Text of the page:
The advent of the Meridian 808.2 CD player and Rober Harley's comments on it prompted me to write this piece on standard resolution ("Red Book") digital audio. To be sure, advancements in playback have been very real over the past two decades. But with the advent of minimum-phase / "apodising" filters and the massive improvement they brought to CD, a lot of people will be wondering if 16 bits / 44.1kHz sampling was enough on disc, for playback.
The answer, after decades of debate and endless argument amongst audiophiles and audio writers, seems to be yes, to this big question. Beyond mike technique, venue, etc. an encoding format has three main areas of concern: capturing (sample rate, etc.) production and playback. Many audiophiles think there are only *two* main areas concerning a format - recording and playback. This is wrong - there's one more in the middle !
As it turns out, the areas affecting CD's sound were the last two - production and playback. The production problem was solved years ago and was an instant fix, as I show below. But first an overview: 16-bit digital encodes 95db of dynamic range - roughly 25db more than a large symphony orchestra produces. And orchestras produce far more "range" than a rock band or string quartet, both of which have dynamic ranges in the 50's db. This fact links up with important findings in recent years by audio researchers. One of them is Bob Katz. - Bob says for "original sources", 16 bits IS ENOUGH for all kinds of music. By "original source", he means the encoded music before it was processed. This observation was derived from controlled listening experiments done over the years, that either Katz or others conducted. The problem, as (all) recording engineers know, were the intermediate calculations done on the signal after recording - the "DSP processing" done in production. With DSP, there were losses in a 16 bit recording...losses that eroded into the music - esp. symphonic-style and grand piano.
But in the early 1990's a technique came along that cured the problem - 20 BIT RECORDING. This would absorb all the production losses that hurt 16 bit recordings. Right after this, a technique called noise-shaping came out - another improvement - but this time for playback (on disc). As for the CD-standard, I quote Malcolm Hawksford from the March 1996 Stereophile article "Bits is Bits ?": "When correctly dithered using triangular PDF dither, a 16-bit digital audio signal possesses a dynamic range of 93.3db with zero distortion and zero noise modulation. The 16-bit format holds the possibility of even *higher* subjective dynamic range - up to 18db more - with minimally audible noise-shaping employed during CD mastering".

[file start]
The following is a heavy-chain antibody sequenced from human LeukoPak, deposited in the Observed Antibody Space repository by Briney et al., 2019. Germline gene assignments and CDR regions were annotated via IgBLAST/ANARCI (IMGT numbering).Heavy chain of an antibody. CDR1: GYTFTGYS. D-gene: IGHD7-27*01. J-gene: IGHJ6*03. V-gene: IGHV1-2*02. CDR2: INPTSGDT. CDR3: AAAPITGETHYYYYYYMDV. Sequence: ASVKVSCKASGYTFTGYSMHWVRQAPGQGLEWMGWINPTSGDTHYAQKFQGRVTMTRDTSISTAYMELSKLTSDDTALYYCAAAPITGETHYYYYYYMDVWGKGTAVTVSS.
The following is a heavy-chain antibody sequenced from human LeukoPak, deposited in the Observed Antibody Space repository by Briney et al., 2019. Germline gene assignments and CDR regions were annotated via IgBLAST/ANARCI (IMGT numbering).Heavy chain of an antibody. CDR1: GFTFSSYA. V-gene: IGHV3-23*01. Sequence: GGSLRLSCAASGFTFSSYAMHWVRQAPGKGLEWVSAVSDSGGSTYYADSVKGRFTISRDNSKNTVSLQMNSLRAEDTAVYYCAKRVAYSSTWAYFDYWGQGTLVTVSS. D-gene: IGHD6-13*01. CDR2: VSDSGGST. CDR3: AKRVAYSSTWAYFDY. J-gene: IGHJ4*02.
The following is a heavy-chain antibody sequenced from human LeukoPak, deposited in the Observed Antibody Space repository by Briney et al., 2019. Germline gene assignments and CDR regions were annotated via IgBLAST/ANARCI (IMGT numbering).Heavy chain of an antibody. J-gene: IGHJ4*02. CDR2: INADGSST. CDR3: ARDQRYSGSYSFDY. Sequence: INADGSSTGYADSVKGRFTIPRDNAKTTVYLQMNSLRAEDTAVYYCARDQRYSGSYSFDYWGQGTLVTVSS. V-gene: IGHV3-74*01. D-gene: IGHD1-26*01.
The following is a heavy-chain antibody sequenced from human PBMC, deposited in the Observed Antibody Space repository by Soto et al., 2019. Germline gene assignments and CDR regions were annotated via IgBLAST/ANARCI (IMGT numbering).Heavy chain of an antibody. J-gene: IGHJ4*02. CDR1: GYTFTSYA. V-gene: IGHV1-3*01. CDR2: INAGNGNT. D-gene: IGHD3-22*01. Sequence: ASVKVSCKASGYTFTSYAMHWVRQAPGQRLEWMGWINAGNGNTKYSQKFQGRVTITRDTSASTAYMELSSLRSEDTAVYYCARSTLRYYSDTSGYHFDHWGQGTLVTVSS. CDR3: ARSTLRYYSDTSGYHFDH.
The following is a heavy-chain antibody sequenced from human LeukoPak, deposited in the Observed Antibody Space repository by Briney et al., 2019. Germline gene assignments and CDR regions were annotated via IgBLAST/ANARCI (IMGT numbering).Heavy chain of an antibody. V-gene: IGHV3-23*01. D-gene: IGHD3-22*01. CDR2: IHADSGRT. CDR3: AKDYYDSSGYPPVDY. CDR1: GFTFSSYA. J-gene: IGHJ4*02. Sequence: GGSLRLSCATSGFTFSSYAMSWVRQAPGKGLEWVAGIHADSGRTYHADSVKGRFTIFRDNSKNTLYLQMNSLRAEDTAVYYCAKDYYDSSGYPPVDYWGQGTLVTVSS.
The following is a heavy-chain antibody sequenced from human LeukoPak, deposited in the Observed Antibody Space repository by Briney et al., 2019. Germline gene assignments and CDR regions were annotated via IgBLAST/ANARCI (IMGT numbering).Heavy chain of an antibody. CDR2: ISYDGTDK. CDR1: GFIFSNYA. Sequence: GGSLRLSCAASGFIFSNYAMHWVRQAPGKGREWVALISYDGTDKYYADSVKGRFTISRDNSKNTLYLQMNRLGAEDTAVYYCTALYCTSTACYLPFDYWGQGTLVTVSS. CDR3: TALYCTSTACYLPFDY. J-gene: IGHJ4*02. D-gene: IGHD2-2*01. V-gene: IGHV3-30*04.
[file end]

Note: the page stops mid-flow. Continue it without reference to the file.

Knowing this, why would *anyone* desire a new audio format ?!! Zero distortion, zero noise and dynamic range of 110db - that's "not enough" ?? One of the arguments for more bits was that "it's not the number of bits available...but the number used at one time". Yes, but that was a *production* issue - not a capturing or playback-disc issue !! The same goes for the sample rate - *if* more than 44.1kHz was needed, we got it - in capture - starting 16 years ago. The problem was that audio writers never explained the (real) virtue of 20-bit recording and that 16 bits might be enough, on disc
All this wasn't enough, however, as advances in playback were needed as well. But the issues in playback seem to concern the laws of electrical current and audio-chasis design much more than the "band-aids" needed to improve CD sound. Yes, CD was "upsampled", etc...but let's not forget that some CD playback systems *didn't* upsample and produced great sound - like Zanden. In other words, most of the parameters concerning digital playback had to be improved anyway - no matter how many bits were on disc.
That said, it's not a surprise that CD sounds as good as it does today. Some audio writers are struggling to hear a difference between the Meridian player mentioned above and true Hi-Rez audio. Robert Harley, strangely, did not compare the 808.2 CD player with his Hi-Rez files. That's probably because CD sounds a lot closer to Hi-Rez than he thought it could (or should). But it's right in the specs.......
These (new) observations are not a surprise to everyone. Below are four articles I dug up, starting with J. Gordon Holt from the mid-1980's and continuing forward. A little perspective and some solid answers is what we need. Enjoy......
Finally, an explanation as to why DVD-A sounded better than CD. I mean, if CD's specs contain all we need for sound, then why was DVD-A (which itself needs to be filtered, noise-controlled, etc.) preferred ? (at least through Meridian players).
Towards bottom - "micrograph" pictures